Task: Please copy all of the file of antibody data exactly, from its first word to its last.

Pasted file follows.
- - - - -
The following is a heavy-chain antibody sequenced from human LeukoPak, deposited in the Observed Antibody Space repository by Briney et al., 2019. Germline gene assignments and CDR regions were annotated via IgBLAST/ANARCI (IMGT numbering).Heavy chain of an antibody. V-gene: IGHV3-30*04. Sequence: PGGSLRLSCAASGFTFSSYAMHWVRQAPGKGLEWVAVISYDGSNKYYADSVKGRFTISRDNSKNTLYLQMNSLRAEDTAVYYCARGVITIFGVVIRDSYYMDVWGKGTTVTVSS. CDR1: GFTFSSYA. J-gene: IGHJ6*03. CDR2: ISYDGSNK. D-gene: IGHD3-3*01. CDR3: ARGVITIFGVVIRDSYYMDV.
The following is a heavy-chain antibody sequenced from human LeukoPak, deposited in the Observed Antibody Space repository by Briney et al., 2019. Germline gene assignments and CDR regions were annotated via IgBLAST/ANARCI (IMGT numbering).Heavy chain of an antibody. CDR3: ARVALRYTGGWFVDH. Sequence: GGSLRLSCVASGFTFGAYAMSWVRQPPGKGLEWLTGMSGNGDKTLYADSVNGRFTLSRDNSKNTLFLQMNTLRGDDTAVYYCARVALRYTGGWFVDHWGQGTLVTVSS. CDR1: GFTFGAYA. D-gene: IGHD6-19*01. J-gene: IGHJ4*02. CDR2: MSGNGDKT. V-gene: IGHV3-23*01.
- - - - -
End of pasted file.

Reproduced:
The following is a heavy-chain antibody sequenced from human LeukoPak, deposited in the Observed Antibody Space repository by Briney et al., 2019. Germline gene assignments and CDR regions were annotated via IgBLAST/ANARCI (IMGT numbering).Heavy chain of an antibody. V-gene: IGHV3-30*04. Sequence: PGGSLRLSCAASGFTFSSYAMHWVRQAPGKGLEWVAVISYDGSNKYYADSVKGRFTISRDNSKNTLYLQMNSLRAEDTAVYYCARGVITIFGVVIRDSYYMDVWGKGTTVTVSS. CDR1: GFTFSSYA. J-gene: IGHJ6*03. CDR2: ISYDGSNK. D-gene: IGHD3-3*01. CDR3: ARGVITIFGVVIRDSYYMDV.
The following is a heavy-chain antibody sequenced from human LeukoPak, deposited in the Observed Antibody Space repository by Briney et al., 2019. Germline gene assignments and CDR regions were annotated via IgBLAST/ANARCI (IMGT numbering).Heavy chain of an antibody. CDR3: ARVALRYTGGWFVDH. Sequence: GGSLRLSCVASGFTFGAYAMSWVRQPPGKGLEWLTGMSGNGDKTLYADSVNGRFTLSRDNSKNTLFLQMNTLRGDDTAVYYCARVALRYTGGWFVDHWGQGTLVTVSS. CDR1: GFTFGAYA. D-gene: IGHD6-19*01. J-gene: IGHJ4*02. CDR2: MSGNGDKT. V-gene: IGHV3-23*01.